The above generates one LFO output at time, t.  Every time you get a new sample the time is updated and the LFO output changes with time.

That's basic the idea.

Another alternative is to fill out an array before you start, this results fairly large array but is faster to calculate (you only have to calculate it once).  As each sample goes by you step through the array.  Because the LFO is periodic you only need to store one period in the table.  I haven't tried to optimize anything as it will only confuse the point I'm making.






The answers are out there for those who want to find them.

Transmogrifox

Re: DSP theory and basics
« Reply #19 on: October 18, 2006, 02:51:46 AM »
mark phaser, I think you have not yet come to understand what an LFO is.  First let's start with the acronym:
LFO = Low Frequency Oscillator

That's all.  An analog oscillator is a circuit that produces a voltage that changes with time and repeats itself in a periodic and predictable manner (usually).  An LFO is a circuit that does this at a low enough frequency that we can watch the LED blink on every positive half cycle of the periodic fluctuation.  I don't know if you have ever watched an oil well pump in wyoming or North Dakota or Eastern Montana, but you could call the oil well pump an LFO.  It periodically modifies the position of the plunger at a visible rate.

A digital LFO is a program that generates a sequence of numbers that repeat periodically, and the period of repetition of the cycle is measured typically in units of seconds as opposed to milliseconds or microseconds such as would be considered an audio waveform generator.  In the case of the oil well pump, you could interpret the numbers as feet the end of the arm is to be elevated above the ground. 

If you turn your function generator on the test bench down to 10 Hz, you have an LFO.

If you plug that into a speaker you won't hear anything.  You won't even hear a sweeping swooshing sound.  You'll probably hear a crackling sound from the electrical current burning up your speaker coil, if anything.

A filter on its own is not as exciting to hear on an audio signal as a filter that can move its center frequency up and down in the audio spectrum. 

We can identify a filter's resonance, gain, and resonant frequency from the characteristic differential equation that describes its output with respect to time and input.  This is called a transfer function.  The coefficients on each term in the differential equation define the parameters mentioned above.  We typically perform a Fourier transform on this characteristic equation to express the filter in terms of frequency response as opposed to its time-domain response to inputs.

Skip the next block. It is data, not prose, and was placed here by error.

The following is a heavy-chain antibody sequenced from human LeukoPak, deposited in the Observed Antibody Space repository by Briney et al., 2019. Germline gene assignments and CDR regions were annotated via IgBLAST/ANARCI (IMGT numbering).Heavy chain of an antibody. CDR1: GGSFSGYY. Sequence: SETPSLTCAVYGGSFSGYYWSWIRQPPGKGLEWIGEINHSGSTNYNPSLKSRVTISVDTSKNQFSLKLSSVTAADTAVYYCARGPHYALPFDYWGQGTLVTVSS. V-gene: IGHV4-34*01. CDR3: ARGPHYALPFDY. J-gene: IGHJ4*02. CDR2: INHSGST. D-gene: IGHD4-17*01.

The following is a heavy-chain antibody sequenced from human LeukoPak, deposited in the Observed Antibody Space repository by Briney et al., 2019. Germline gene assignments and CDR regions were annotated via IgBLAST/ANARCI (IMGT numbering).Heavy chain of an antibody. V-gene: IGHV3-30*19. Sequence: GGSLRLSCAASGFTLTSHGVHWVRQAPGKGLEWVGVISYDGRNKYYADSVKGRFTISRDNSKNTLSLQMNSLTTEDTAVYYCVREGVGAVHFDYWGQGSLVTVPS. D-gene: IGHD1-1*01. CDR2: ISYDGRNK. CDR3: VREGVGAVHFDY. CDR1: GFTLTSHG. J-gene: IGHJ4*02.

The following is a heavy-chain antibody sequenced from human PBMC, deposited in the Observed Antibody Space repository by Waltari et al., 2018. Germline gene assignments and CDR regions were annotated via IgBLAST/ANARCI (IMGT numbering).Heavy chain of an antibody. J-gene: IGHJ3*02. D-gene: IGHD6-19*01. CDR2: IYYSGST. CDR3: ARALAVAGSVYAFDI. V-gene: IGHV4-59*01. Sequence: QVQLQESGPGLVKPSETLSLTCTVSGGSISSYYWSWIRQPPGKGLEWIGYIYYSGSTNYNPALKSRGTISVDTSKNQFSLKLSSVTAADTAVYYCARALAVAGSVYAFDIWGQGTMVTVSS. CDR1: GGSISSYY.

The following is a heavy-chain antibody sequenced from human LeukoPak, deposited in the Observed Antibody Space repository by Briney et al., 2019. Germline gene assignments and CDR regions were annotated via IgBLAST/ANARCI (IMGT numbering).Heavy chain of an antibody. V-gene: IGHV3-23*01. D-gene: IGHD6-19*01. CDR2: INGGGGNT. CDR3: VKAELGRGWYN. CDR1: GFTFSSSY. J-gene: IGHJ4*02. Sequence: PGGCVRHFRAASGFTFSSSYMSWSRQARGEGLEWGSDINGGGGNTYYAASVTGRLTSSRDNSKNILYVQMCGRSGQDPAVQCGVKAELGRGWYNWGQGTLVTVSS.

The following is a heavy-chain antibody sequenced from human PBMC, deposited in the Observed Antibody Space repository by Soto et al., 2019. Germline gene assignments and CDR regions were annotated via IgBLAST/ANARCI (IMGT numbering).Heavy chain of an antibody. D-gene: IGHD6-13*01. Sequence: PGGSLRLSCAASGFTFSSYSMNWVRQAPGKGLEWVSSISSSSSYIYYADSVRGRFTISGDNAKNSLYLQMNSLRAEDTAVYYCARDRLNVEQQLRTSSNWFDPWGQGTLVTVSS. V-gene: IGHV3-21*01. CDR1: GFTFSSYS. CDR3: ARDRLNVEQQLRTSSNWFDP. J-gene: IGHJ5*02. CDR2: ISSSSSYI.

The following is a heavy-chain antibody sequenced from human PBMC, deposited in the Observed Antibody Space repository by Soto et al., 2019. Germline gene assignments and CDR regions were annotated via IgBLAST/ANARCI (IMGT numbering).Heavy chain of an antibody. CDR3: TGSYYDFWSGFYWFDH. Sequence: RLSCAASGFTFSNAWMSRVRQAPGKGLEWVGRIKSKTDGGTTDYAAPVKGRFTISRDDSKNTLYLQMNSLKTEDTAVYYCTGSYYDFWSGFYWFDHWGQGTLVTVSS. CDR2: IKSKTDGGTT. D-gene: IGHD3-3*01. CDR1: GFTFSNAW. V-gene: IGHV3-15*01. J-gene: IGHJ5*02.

That last paragraph fits under the broad category of signal processing.  Notice, no circuits, no code, no electricity.  These concepts can apply to mechanical devices in terms of striking devices.  For example, a guitar string can be thought of as a highly resonant comb filter, where the peak frequencies of the filter are harmonically related.  The input to the filter is a pulse, which is the action of plucking the string.  Since a pulse is rich in frequency content, it is likely that there will be some content within the string's resonant bands.

Now for circuits.  Circuits can be configured to behave in similar manners.  And even further, a digital SIGNAL PROCESSOR can be programmed to do the filter thing.  In digital land, we don't have differential equations, we have difference equations.  We like to think frequency response, so we perform a z-transform on the difference equation to get frequency response information more directly than can be obtained from the time domain response.   The coefficients on the difference equation (and thus on the z-transformed equation as well) define filter properties in a like manner, such as resonance and cut-off frequency and gain and such.

Without an LFO, you simply have a filter that has a fixed resonance, center frequency, gain, and phase response.  Now if you can modify one of these coefficients over time, then the filter's nature will change with time.  If you do it gradually with time, it will typically result in a nice sweeping or swooshing sensation.  Ah!  Let's write a program that automatically changes a few coefficients in a certain pattern with respect to time.  That's what we would call an LFO.

The LFO itself doesn't do anything special on its own.  Each number it outputs is interpreted as either an amplitude for a signal (in the case of a tremolo), or a certain filter coefficient, or an amount of delay, etc.

Does that help?
trans·mog·ri·fy
tr.v. trans·mog·ri·fied, trans·mog·ri·fy·ing, trans·mog·ri·fies To change into a different shape or form, especially one that is fantastic or bizarre.